I Believe – Various Artists

Sleeve Notes:

Frankie Laine – I Believe, Anita Bryant – It Is No Secret, Johnny Cash – These Hands, Doris Day – If I Can Help Somebody, Jim Nabors – Ave Maria, Ray Conniff & The Singers – Climb Ev’ry Mountain, Andy Williams – He, Patti Page – Abide With Me, Mahalia Jackson – He’s Got The Whole World In His Hands, Roy Hamilton – You’ll Never Walk Alone

A Latin scholar will tell you that the word “Credo” means “I believe.” A student of religious music will tell you further that the Credo is the third part of the Ordinary of the Catholic Mass, and that historically it was the last of the five chants of the Ordinary to be introduced into the Mass, something that happened around 1000 A.D. Measured in terms of human life, that is a long time ago, but the union of music and religious belief goes back much, much further than that.

Music and faith are a pair, one of the oldest pairs in the history of mankind. To understand this we must realise that for the earliest men music was not an art or an aesthetic thing, but a magical force. It was something a man learned to produce in order to satisfy a desire for expression that could be satisfied in no other way. And, conversely, he found that both the singing of music and the hearing of music affected his feelings, his actions and his life in strange and powerful ways. Some men believed that man and the world were created through song, and it was a natural result that the Creator was to be worshipped in song. A history of early sacred music, then, if it were possible that such a history could be written, would be a history of all early music. God had the tunes first; the Devil only borrowed them afterward.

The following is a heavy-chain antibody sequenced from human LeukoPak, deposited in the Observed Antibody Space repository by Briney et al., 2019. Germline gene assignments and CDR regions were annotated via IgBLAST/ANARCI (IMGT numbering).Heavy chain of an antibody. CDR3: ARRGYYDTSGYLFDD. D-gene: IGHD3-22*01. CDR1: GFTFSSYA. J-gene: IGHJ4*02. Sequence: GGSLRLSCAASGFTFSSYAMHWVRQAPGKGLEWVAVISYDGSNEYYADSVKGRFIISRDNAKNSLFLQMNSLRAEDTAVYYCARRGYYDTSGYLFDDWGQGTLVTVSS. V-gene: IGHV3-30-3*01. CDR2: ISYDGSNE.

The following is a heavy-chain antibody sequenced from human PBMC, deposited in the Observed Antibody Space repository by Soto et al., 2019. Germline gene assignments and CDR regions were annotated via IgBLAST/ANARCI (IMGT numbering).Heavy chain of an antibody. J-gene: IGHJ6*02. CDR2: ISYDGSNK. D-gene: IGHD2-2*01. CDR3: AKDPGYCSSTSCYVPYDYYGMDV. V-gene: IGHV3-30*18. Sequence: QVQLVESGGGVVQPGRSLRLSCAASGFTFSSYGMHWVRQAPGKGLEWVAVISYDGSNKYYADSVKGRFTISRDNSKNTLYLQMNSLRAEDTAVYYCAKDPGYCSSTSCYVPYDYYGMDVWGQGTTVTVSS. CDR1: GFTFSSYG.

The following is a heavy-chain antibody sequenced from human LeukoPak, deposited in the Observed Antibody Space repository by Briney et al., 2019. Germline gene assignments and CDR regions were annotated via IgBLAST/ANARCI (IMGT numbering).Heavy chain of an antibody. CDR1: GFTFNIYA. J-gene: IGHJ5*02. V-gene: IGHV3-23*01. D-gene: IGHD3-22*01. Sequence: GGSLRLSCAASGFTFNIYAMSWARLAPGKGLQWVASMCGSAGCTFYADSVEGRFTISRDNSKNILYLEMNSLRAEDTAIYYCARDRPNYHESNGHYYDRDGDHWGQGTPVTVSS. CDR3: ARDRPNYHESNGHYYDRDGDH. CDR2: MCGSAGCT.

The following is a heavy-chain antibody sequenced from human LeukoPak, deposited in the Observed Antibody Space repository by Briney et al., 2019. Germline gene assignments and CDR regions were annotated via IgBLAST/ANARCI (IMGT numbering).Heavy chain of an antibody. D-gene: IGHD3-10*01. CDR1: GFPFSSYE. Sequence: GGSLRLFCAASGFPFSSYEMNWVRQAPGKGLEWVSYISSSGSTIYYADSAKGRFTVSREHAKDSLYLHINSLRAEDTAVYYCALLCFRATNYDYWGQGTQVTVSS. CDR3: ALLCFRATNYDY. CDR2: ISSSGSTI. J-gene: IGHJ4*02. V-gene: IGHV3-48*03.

In Western religious music – and here we are speaking about only the last thirteen-hundred years or so – there were two great watersheds, one Catholic, the other Protest-ant. The first is what is called Gregorian chant, a body of religious tunes that accumulated gradually and was codified in its definitive form in the seventh century. It takes its name from St. Gregory, who is thought to be responsible for its bringing together. Gregorian chant is purely melodic music. completely devoid of harmony. It is still sung in Catholic churches around the world, but it has an importance beyond that in that it was the source material for the multi-voiced religious music of the Renaissance and, ultimately, for much if not most of all Western music.

The second great watershed of religious music was the Protestant or Lutheran chorale. Produced during the sixteenth and seventeenth centuries, based sometimes on folksongs or chants, the chorales had a square-cut rhythmic character and strongly implied harmony. In this they were quite different from Gregorian chants and what came from them was a different sort of music from Renaissance masses and motets. They instead led to the cantatas and oratorios of J. S. Bach and other composers of the northern Baroque.

All later religious music, and that includes works by Beethoven, Schubert, Bruckner, Sir Arthur Sullivan, Richard Rodgers, and contemporary religious folk singers, is based, at least in part, on one or both of those sources. And while one cannot say that I Believe is founded on such and such a chant, or that Climb Ev’ry Mountain comes from the same chorale that Bach used in a cantata, it is good to remember that they are still a part of the same tradition. For the need and the faith that produced song centuries ago was no datable thing. The same need and the same faith exist today. The style of the music may change but the idea of it is timeless and everlasting.

I Believe - Various Artists - another beautiful record cover from Cover Heaven

Label: Hallmark SHM 730

1971 1970s Covers

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